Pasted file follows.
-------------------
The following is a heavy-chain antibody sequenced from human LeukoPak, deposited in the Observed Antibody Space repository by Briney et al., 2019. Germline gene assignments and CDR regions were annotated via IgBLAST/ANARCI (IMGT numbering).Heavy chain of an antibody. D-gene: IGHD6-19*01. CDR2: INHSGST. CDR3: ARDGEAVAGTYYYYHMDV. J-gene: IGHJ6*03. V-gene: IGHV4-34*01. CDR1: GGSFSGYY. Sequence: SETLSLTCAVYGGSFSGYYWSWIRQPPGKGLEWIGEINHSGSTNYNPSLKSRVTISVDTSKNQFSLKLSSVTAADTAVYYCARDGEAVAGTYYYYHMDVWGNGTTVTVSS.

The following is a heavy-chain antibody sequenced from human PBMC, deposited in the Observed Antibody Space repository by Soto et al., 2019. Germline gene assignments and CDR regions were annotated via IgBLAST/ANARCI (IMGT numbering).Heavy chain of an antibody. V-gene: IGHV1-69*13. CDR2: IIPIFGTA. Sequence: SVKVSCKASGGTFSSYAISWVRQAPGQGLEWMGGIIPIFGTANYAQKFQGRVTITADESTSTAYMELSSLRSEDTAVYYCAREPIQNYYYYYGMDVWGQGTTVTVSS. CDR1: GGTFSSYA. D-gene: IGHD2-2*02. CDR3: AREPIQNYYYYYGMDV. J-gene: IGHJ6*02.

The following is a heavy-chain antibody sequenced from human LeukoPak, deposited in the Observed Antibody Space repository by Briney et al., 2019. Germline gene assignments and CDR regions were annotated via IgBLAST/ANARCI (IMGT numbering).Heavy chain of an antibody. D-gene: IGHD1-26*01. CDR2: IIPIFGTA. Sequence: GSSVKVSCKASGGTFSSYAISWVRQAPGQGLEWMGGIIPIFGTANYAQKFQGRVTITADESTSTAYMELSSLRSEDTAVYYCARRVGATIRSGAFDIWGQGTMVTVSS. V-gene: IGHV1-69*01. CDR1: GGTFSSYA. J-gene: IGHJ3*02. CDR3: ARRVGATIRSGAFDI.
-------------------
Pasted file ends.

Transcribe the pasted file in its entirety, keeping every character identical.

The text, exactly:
The following is a heavy-chain antibody sequenced from human LeukoPak, deposited in the Observed Antibody Space repository by Briney et al., 2019. Germline gene assignments and CDR regions were annotated via IgBLAST/ANARCI (IMGT numbering).Heavy chain of an antibody. D-gene: IGHD6-19*01. CDR2: INHSGST. CDR3: ARDGEAVAGTYYYYHMDV. J-gene: IGHJ6*03. V-gene: IGHV4-34*01. CDR1: GGSFSGYY. Sequence: SETLSLTCAVYGGSFSGYYWSWIRQPPGKGLEWIGEINHSGSTNYNPSLKSRVTISVDTSKNQFSLKLSSVTAADTAVYYCARDGEAVAGTYYYYHMDVWGNGTTVTVSS.

The following is a heavy-chain antibody sequenced from human PBMC, deposited in the Observed Antibody Space repository by Soto et al., 2019. Germline gene assignments and CDR regions were annotated via IgBLAST/ANARCI (IMGT numbering).Heavy chain of an antibody. V-gene: IGHV1-69*13. CDR2: IIPIFGTA. Sequence: SVKVSCKASGGTFSSYAISWVRQAPGQGLEWMGGIIPIFGTANYAQKFQGRVTITADESTSTAYMELSSLRSEDTAVYYCAREPIQNYYYYYGMDVWGQGTTVTVSS. CDR1: GGTFSSYA. D-gene: IGHD2-2*02. CDR3: AREPIQNYYYYYGMDV. J-gene: IGHJ6*02.

The following is a heavy-chain antibody sequenced from human LeukoPak, deposited in the Observed Antibody Space repository by Briney et al., 2019. Germline gene assignments and CDR regions were annotated via IgBLAST/ANARCI (IMGT numbering).Heavy chain of an antibody. D-gene: IGHD1-26*01. CDR2: IIPIFGTA. Sequence: GSSVKVSCKASGGTFSSYAISWVRQAPGQGLEWMGGIIPIFGTANYAQKFQGRVTITADESTSTAYMELSSLRSEDTAVYYCARRVGATIRSGAFDIWGQGTMVTVSS. V-gene: IGHV1-69*01. CDR1: GGTFSSYA. J-gene: IGHJ3*02. CDR3: ARRVGATIRSGAFDI.